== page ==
Eagle Football Alumni Association Hosts Annual Fundraiser
Others know it as “The Auction.”
No matter what you call it, everyone always agrees – the Eagle Football Alumni Association (EFAA) puts on quite a party.
The 2012 EFAA Reverse Raffle and Auction saw a record crowd and record donations as former players, coaches and fans bid on Georgia Southern football memorabilia while enjoying dinner, drinks and music at Paulson Stadium’s Bishop Fieldhouse.
“It’s something you’re going to tell your friends about,” said Gordon Hunter, Georgia Southern’s Eagle Fund special projects coordinator. “The entire week after the event, people talk about it. I think that’s where a lot of our growth has come from over the years.”
In 2011, 476 people attended the event, setting a record. This year, 622 came out for the party.
Many were former players, who got to re-live the greatest moments in Georgia Southern lore as some historic games played on the television screens.
“We played some of the previous national championship games on the TVs in there, and it was fun watching some of the older guys,” said Hunter. “Towards the end of the night, they were oohing and aahing like the game was live. I said, ‘Guys, you know what’s going to happen,’ but they watched like the game was being played that night.”
Fans left the auction with some incredible items. Some of the pieces of memorabilia auctioned off were a framed, matted, signed print of Eagles head coach Jeff Monken and Alabama head coach Nick Saban before the 2011 game between the teams, autographed prints of Eagle standouts Laron Scott and Jaybo Shaw and a 2011 Southern Conference Championship ring.
The evening’s musical guest – The Silver Eagle Band out of Tampa, Fla. – even fetched a large bid after putting itself on the auction block.
And to think, the band almost didn’t come until realizing that it was the same event at which it played a year prior.
“They were already booked that day, but I talked to the manager and he said, ‘You know what? I can move some things around.’ They have no ties to Georgia Southern other than the Eagle in their name, but they just wanted to come back,” Hunter said.
“Then, the manager approached me while we were doing the live auction and said, ‘Raffle us off for a night in Statesboro.’ We expected the ring to fetch a high price – the team had just gotten theirs that day and it was fresh on everyone’s mind – but the band was a surprise.”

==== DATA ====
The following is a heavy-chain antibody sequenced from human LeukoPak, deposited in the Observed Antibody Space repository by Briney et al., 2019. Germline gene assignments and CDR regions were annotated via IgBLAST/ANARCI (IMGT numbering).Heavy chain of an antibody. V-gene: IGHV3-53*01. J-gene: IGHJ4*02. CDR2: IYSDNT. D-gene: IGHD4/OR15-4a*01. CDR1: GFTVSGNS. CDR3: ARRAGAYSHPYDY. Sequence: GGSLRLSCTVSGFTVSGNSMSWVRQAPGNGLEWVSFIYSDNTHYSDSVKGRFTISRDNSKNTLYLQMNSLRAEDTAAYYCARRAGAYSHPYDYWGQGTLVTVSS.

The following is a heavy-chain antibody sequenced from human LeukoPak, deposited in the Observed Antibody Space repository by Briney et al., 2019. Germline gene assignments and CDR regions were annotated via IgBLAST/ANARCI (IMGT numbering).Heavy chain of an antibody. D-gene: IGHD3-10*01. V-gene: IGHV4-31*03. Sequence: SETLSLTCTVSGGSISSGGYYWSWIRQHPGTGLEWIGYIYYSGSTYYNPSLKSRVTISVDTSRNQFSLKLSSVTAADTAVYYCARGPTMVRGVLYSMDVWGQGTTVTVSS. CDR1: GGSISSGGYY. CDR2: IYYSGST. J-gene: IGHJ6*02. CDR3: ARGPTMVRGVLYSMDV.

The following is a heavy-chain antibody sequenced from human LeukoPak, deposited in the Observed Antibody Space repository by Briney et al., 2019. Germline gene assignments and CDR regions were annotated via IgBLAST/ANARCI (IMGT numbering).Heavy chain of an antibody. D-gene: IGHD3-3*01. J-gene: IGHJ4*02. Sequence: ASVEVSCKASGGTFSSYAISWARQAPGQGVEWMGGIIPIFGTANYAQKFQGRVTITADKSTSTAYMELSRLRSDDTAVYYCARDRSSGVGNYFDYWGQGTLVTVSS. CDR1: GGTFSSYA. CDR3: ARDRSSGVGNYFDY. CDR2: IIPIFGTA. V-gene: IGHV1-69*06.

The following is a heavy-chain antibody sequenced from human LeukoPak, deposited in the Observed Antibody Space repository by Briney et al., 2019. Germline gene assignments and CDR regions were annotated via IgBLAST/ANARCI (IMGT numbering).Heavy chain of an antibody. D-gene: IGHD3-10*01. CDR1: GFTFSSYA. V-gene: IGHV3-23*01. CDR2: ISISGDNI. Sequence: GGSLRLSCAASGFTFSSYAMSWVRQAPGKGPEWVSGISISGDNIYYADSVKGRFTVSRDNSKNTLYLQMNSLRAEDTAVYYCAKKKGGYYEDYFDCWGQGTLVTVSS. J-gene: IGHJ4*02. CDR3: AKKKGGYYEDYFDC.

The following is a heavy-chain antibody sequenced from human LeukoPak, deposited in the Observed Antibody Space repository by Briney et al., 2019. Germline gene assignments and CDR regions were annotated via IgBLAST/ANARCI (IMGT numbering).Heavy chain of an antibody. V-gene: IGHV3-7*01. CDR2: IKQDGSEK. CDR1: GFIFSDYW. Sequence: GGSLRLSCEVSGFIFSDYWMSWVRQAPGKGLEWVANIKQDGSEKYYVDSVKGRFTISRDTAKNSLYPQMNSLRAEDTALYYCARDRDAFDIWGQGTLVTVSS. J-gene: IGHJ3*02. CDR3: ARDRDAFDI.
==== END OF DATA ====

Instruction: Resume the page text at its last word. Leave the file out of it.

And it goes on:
The biggest prize of the evening – the $10,000 grand prize from the reverse raffle – was donated straight back to the EFAA.
All proceeds from the event went to the organization, which is made up entirely of former players, coaches, managers and trainers, and raises money for things like the Erk Russell Scholarship Endowment, the Eagle Fund, the Georgia Southern University Athletic Foundation and the football program’s operations.
Founded in 2006, the EFAA holds two annual events, the Reverse Raffle and Auction, and the Legends of Georgia Southern Football Golf Tournament, which was held this year in Macon on May 18.
The golf event raised roughly $15,000 for the EFAA, and each participant had the opportunity to play the 15th hole with head football coach Jeff Monken.
The entire coaching staff played the tournament, as well as former players like Steve Bussoletti, Bo Galvin, Terry Harvin, Hal Radford, J.R. Richardson, Chaz Williams and Melvin Cox.
“Back in the day when a lot of these guys were playing, there wasn’t any money, and they really had to scrimp and scrape,” said John Mulherin, president of the Georgia Southern University Athletic Foundation. “As an athletic department, we’re still scrimping and scraping, but the money the EFAA raises and gives back to make the program better makes a huge difference in the lives of the student-athletes, the coaches, their families and the fans.”
The EFAA attracts past players like Tracy Ham, Darryl Hopkins and Harvin, but also includes players like Raja Andrews, Dusty Reddick and Matt Wise, who have graduated within the last five years.
“They always say that continuity wins championships. Well continuity leads to success, too. In 10 years, it’s going to be Raja Andrews, Matt Wise and Dusty Reddick leading the organization,” Mulherin said. “If you can keep that continuity, keep the younger guys involved and keep it fun, it makes it that much easier.”
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